what is happening with the Tesla Autopilot

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Tesla’s semi-autonomous driving system is not going through its best moment. In the United States they investigate the effectiveness of the system. The same thing happens in Germany. And some users are reporting issues with the latest update. What is happening with Tesla Autopilot?


What is Autopilot. Tesla Autopilot is a semi-autonomous driving system that allows some driving functions to be delegated to the vehicle itself. In addition to adaptive cruise control, lane keeping or autonomous parking, Tesla Autopilot was considered one of the most advanced systems because it was capable of changing lanes when necessary or moving around a city with minimal human intervention.

In the spotlight. The Autopilot is approved for use in the United States but the NHTSA (National Highway Traffic Safety Administration), which is in charge of verifying and qualifying the systems in the American country, is carrying out a investigation due to the latest problems that the automation systems are causing, especially due to the so-called “ghost braking”, which have spread in recent months.

The problem comes at a bad time for the firm, now that the German agencies in charge of traffic (KBA, Federal Motor Transport Authority for its acronym in German) are studying the homologation of the Autopilot system for use on European roads. For now, systems like adaptive cruise control are completely legal, but the driver still has to give the go-ahead, or make lane changes himself.

phantom braking. The phantom braking that some Tesla drivers are experiencing has raised some alarm among US authorities. In the last nine months, notices of this problem have multiplied according to the NHTSA, reaching 354 in the last nine months. According Washington PostIn three months, 107 complaints have been received for this problem. A situation that has motivated the opening of a new investigation.

According to the affected drivers, these phantom brakes occur on roads traveling at high speed and cause unexpected braking when the car detects a supposed obstacle on the road. The situation can be very dangerous if a driver closely follows the Tesla and among the registered complaints it has been highlighted that, in some cases, they can be repeated on the same journey.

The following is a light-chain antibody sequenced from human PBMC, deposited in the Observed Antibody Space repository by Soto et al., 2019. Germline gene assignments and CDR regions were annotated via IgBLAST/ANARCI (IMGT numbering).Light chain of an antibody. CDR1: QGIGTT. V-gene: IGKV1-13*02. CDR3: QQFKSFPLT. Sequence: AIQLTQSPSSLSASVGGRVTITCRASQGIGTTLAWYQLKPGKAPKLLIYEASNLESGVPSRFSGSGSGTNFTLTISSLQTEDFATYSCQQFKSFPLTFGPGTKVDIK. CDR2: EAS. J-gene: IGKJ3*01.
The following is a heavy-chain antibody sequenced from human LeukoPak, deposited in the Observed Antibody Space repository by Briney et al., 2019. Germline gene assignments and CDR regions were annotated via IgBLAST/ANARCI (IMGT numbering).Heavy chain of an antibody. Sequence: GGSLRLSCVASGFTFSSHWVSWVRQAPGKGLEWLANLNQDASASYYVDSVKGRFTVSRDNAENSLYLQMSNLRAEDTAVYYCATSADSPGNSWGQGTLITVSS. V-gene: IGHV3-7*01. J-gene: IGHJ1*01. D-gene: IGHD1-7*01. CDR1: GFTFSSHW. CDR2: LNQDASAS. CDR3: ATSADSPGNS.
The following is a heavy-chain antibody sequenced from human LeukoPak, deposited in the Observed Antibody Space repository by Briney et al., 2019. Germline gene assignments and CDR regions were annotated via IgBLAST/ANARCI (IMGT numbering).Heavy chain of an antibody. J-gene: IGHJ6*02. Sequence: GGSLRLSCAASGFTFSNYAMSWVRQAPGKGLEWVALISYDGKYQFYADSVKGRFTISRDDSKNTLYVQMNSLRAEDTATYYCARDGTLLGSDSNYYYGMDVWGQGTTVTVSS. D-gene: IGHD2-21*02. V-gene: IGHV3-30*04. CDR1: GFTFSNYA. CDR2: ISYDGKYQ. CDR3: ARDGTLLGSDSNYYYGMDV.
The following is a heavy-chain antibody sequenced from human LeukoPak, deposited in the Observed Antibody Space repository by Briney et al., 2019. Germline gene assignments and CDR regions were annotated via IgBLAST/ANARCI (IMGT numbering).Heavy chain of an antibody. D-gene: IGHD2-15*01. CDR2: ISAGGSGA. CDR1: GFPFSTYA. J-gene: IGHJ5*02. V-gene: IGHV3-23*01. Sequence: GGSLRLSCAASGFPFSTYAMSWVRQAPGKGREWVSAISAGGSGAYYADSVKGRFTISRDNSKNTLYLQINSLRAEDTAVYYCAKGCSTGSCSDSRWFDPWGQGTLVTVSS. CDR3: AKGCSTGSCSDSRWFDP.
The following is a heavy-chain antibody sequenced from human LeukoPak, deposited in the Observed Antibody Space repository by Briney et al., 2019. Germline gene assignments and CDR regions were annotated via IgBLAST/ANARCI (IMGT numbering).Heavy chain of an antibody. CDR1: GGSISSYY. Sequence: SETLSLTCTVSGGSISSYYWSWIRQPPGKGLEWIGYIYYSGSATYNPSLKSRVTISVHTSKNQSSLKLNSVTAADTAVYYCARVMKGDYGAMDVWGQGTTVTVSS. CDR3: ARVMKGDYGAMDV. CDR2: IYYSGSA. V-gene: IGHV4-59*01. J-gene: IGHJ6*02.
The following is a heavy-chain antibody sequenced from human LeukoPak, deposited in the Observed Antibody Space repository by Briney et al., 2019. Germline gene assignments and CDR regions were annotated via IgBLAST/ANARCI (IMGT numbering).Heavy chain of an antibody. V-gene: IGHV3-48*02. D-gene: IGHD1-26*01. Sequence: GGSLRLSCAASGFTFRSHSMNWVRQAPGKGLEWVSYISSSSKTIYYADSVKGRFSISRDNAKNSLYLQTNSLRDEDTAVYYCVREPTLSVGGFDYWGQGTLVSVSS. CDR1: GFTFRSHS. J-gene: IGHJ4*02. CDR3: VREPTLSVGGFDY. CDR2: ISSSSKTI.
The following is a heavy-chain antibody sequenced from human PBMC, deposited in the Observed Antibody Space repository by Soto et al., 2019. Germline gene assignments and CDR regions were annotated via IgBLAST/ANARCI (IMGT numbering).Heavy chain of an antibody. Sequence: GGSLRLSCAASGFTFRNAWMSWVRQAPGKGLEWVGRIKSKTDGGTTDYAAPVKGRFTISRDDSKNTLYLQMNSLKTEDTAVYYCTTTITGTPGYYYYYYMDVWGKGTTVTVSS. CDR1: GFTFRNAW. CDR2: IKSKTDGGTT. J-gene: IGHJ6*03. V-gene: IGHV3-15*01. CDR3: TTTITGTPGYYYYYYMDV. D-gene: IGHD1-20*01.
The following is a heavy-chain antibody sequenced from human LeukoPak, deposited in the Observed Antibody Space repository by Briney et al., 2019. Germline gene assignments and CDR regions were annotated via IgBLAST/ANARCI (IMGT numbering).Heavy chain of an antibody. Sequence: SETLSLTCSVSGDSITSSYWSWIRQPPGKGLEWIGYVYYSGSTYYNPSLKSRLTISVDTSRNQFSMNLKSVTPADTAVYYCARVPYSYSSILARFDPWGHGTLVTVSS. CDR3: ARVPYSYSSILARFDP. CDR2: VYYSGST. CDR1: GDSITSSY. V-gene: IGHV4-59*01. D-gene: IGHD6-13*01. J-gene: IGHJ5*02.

radars vs cameras. One of the possible causes pointed to is the decision to change the use of radars for cameras to scan the environment. The new architecture is called Tesla Vision, it is available in all Model 3 and Model Y that are sold since May in the United States and is based exclusively on cameras. According to Tesla, radars are capable of detecting an obstacle 160 meters away, while cameras can do the same 250 meters away.

It is not new. The debate about using radars or cameras in semi-autonomous driving assistance systems is not new. According to the NHTSA itself, in a report that we echoed a few weeks ago, there is no substantial difference between vehicles that only use cameras or radars for emergency braking, but it is true that those that mount mixed systems tend to be more effective and lose much less effectiveness when night falls.

From 0 to 5: what are the different levels of autonomous driving, in depth

To be or not to be. But, in addition, these NHTSA investigations come just at the moment in which the agency warned that it would monitor semi-autonomous driving assistance systems more closely, arguing that many were selling something that, in reality, they were not. US traffic officials have already warned that many manufacturers overestimated their own ADAS driving assistance systems, which could cause confusion for drivers or future customers.

Photo | Marcus Zacher

Tesla’s semi-autonomous driving system is not going through its best moment. In the United States they investigate the effectiveness of…

Tesla’s semi-autonomous driving system is not going through its best moment. In the United States they investigate the effectiveness of…

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